3 Ibid., ll. 38-39 delete 'Tutor for Higher Degrees and Academic Board of the Department' and substitute 'Director of Graduate Studies and the Departmental Board'.

4 Ibid., delete ll. 45-46 and substitute:

'the Chairman of the Examiners, M.Sc in Applied Linguistics and Second Language Acquisition, c/o Examination Schools, High Street, Oxford, not later than noon on the second Tuesday of September of the year in which the final Module'.


(c) M.Sc in Educational Research Methodology

With effect from 1 October 2008 (for first examination in 2010)

In Examination Regulations, 2008, delete from p. 712, l. 32 to p. 714, l. 31 and substitute:

'1. Candidates must follow for three terms (or six terms part-time) a course of instruction in Educational Research Methodology as prescribed in the Schedule.

2. The course committee shall appoint a supervisor for each candidate.

3. The course will consist of four elements as listed in the schedule below, and candidates shall be examined in accordance with the schedule below. Candidates undertake a two week research internship. The dissertation will be 15,000–20,000 words long on a topic to be agreed by the Departmental Board.

4. The required written submissions, two copies of each, including the essays, the data analysis portfolio and the workbook, must be delivered to the Chairman of the Examiners, M.Sc in Educational Research Methodology, c/o Examination Schools, High Street, Oxford, by the times and dates specified at the start of the course. Each submission must be accompanied by a declaration indicating that it is the candidate's own work.

5. Candidates will be required to submit a dissertation of 15,000 to 20,000 words (including footnotes/endnotes but excluding appendices and references or bibliography), the title to be selected in consultation with the supervisor, relevant to the subject of the course, and approved by the Departmental Board not later than the first day of the fifth week of Hilary Term in the year in which they complete the written examination.

6. Three typewritten/word-processed copies of the dissertation must be delivered to the Chairman of the Examiners, M.Sc in Educational Research Methodology, c/o Examination Schools, High Street, Oxford, not later than noon on the second Tuesday of September in the year in which the written examination is completed. One copy should be hard bound and two soft bound, the latter of which should be anonymous except for the candidate number. The hard bound copy of the dissertation of each candidate who passes the examination shall be retained by the department for deposit in the departmental library. The dissertation must be accompanied by a declaration indicating that it is the candidate's own work.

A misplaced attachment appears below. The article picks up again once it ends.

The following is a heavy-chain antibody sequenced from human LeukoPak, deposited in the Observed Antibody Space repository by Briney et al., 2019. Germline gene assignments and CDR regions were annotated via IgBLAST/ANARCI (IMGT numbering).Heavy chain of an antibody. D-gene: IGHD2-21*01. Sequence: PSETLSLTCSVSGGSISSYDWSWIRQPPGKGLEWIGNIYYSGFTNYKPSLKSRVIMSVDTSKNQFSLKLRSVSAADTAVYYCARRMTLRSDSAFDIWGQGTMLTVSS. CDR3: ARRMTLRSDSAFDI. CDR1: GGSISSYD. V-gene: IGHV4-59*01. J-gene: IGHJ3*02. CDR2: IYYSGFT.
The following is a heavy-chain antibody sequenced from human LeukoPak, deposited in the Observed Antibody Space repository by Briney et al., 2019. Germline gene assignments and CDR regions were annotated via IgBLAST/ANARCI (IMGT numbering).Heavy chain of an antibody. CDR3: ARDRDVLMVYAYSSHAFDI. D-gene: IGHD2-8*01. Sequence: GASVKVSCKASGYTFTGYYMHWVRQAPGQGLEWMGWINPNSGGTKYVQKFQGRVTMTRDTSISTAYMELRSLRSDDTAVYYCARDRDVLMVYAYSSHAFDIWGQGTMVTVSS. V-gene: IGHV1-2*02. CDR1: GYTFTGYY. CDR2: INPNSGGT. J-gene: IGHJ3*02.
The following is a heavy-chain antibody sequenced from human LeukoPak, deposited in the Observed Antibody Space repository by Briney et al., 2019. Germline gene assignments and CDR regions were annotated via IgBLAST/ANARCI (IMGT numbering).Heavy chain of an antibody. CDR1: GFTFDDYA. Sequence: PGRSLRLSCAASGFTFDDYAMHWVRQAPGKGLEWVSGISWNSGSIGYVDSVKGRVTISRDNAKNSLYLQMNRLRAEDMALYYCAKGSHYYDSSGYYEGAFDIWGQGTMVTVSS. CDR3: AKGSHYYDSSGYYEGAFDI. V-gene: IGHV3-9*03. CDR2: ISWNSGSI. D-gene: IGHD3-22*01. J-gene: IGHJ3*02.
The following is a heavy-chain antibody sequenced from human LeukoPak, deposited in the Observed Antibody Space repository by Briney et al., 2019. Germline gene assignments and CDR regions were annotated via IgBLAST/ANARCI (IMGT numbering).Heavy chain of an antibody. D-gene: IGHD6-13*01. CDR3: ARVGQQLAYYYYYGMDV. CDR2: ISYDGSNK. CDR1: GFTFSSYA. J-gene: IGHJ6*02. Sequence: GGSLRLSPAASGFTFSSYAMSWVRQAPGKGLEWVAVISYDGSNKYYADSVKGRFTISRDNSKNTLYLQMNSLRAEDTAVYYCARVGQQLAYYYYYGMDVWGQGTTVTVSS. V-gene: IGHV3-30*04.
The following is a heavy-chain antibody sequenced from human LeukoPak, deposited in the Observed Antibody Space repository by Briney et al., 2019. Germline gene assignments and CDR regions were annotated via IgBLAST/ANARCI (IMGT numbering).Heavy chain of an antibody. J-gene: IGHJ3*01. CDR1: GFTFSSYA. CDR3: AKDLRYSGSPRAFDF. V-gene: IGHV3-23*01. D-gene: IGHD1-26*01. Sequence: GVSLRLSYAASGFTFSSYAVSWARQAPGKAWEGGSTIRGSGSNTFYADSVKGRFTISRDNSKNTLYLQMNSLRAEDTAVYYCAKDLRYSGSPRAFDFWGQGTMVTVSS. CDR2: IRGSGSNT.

7. Candidates may also be required to attend an oral examination. The oral examination may be on the candidate's written papers, dissertation, or both.

8. Candidates shall be deemed to have passed the examination if they have satisfied the examiners in the required written submissions and the dissertation.

Schedule

(i) Foundations of Educational Research The lectures with associated seminars and workshops, provide an introduction to educational and social research approaches and methods. The course will cover (a) an introduction to the nature, key concepts and issues and terminology of educational research, (b) the conceptualisation and design of educational research, including philosophical and ethical issues, framing of research questions, and theoretical underpinnings and (c) an introduction to the collection, analysis and use of data using a range of quantitative and qualitative approaches, and emphasising the synergy between quantitative and qualitative methodologies.

Each candidate will be required to submit two essays of no more than 2,500 words each, Essay topics must be approved by the course committee. The deadline for submission shall be notified to students at the start of the course.

(ii) Strategies for Educational Research The lectures with associated seminars and workshops, aim to develop practical competence in the design and major methods of data collection and analysis in educational and social research, including quantitative and qualitative methodologies.

Each candidate will be required to submit a workbook of practical exercises demonstrating competence in research methods. The deadline for submission shall be notified to students at the start of the course.

(iii) Qualitative data analysis This will consist of a taught course and associated workshops which cover major techniques of qualitative data analysis, including discourse analysis, grounded theory and other approaches to analysis and interpretation of qualitative data, and the use of computers for management of qualitative data.

Each candidate will be required to submit a portfolio of qualitative data analyses carried out during the course. The deadline for submission shall be notified to students at the start of the course.

(iv) Quantitative data analysis This will consist of a taught course and associated workshops which cover major techniques of quantitative data analysis. These include: descriptive and inferential statistics, an introduction to multivariate analysis, statistical modeling, multiple regression and categorical data analysis.